Malkia Stampley is an actor, director, and producer who returned home to Milwaukee after working in New York and Chicago and co-founded  Bronzeville Arts Ensemble, where she is now the Artistic Director. Bronzeville Arts Ensemble illuminates the Black experience in America through theater and creates artistic and educational opportunities. Below we caught up with Malkia to get to know her better.

What do you typically eat for breakfast? A green smoothie: avocado, flax, chia seed, mixed berries, Amazing Green green tea + lime powder, spring mix greens, coconut water. 

What do people know you for? That I am an actor, mom, wife and vegan. 

How is Milwaukee special to you? I was born and raised here.

What may people not know about you? I cannot watch horror or thriller movies…and even heated confrontations make me anxious.

What drives your creativity? Collaboration.

What are you going to talk to us about this month? I will explore taboos (some widely recognized and others I will dare to diagnose) in our local and national theater community as well as touch on the entertainment industry as a whole through the lens of an artist of color. 

Ticket registration for “Taboo” opens here Monday, March 27th at 11AM CST. Grab a ticket as fast as you can they are free but limited!

On Friday, February 24th, we’re returning with “Moments” ft. Daniel Holter

Daniel Holter is a producer, mixer, composer, and songwriter and partner behind Wire & Vice, recording studio located in a 1920s-era post office just outside of Milwaukee. Daniel has mixed music by bands and artists such as Nick Lowe, Field Report, Over The Rhine, Amos Lee, Blitzen Trapper, YØUTH, David Choi, among many others. Daniel is also a co-founder of The License Lab, an independent resource for producers, editors and music supervisors. Below we caught up with Daniel to get to know him better.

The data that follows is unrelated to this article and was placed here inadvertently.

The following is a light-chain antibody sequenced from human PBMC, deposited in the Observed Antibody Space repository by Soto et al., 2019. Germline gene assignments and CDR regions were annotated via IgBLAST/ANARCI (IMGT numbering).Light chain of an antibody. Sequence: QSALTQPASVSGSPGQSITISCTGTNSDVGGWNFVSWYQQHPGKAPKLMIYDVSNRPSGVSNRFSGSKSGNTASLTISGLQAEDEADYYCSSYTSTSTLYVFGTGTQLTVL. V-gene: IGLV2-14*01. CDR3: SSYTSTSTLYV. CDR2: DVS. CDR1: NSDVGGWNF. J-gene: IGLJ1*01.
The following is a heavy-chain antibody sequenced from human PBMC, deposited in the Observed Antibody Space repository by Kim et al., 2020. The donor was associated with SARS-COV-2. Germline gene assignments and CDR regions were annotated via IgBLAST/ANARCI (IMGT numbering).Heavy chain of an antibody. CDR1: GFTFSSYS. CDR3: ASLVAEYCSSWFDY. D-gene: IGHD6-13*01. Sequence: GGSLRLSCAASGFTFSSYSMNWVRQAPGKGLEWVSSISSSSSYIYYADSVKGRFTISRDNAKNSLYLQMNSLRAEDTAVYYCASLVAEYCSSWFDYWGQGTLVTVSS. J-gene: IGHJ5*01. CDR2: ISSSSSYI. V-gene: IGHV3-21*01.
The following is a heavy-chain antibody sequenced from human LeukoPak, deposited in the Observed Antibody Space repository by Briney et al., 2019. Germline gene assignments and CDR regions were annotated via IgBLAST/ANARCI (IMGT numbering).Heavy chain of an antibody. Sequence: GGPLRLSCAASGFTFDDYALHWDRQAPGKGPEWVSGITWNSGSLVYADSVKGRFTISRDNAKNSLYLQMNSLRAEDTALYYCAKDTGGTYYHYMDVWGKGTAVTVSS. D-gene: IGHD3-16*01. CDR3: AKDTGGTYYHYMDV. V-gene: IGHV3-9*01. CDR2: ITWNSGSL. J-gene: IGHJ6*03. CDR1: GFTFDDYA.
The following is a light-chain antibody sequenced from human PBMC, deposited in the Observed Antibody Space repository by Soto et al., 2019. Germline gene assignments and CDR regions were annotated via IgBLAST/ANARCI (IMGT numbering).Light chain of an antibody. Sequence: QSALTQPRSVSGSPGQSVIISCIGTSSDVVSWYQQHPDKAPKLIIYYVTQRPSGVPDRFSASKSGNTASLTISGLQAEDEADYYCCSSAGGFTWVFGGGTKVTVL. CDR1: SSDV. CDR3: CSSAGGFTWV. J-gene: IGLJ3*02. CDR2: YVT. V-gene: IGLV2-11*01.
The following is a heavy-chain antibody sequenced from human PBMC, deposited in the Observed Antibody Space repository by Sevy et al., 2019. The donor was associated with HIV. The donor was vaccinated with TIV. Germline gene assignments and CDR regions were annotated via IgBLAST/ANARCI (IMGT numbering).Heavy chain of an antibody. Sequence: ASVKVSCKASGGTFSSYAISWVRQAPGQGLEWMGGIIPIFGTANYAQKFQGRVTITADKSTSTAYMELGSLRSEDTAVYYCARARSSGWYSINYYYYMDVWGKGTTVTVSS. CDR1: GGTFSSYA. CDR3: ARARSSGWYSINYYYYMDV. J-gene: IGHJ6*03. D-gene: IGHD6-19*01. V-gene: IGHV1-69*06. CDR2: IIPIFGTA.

What do you typically eat for breakfast? Sendik's fresh squeezed OJ is ridiculously great. I have a glass every morning. And my youngest son loves Cinnamon Life… so I grab a bowl of that most mornings, too, as a nod to him. Also, Valentine or Colectivo coffee.

What do people know you for? I suppose as a music producer, though most of the work they might have heard is the stuff usually unnoticed in a typical day… background music on their favorite tv show, commercial music for advertising, that sort of thing. I wrote the music for the launch of the original electric car, the EV-1 by GM, way back in 1999. Was also the composer for a whole bunch of Mad Men promos. I hope that this year means people know me more as the producer and mixer for two of Milwaukee’s most talented sons, Sam Ahmed (as WebsterX) and Chris Porterfield (as Field Report).

How is Milwaukee special to you? Number one, I moved back from LA and to have my kids be raised here. So, this is home. And two, the fact that Milwaukee Wisconsin has a special place in the world of music in all kinds of ways: Les Paul and the invention of both the electric guitar and multitrack recording in my hometown of Waukesha, Summerfest being the world’s largest music festival, the world’s largest sheet music publisher is Wauwatosa’s Hal Leonard, I believe the largest microphone collection is right here in the city, the roots of recorded jazz and blues music can be traced to Paramount Records in Grafton, 88nine is the envy of the non-commercial radio world, and in the Pabst/Riverside crew we have truly passionate and talented people setting trends in the way artists are treated and shows are curated.

What may people not know about you? I originally wanted to be an architect but quickly learned about the level of math required.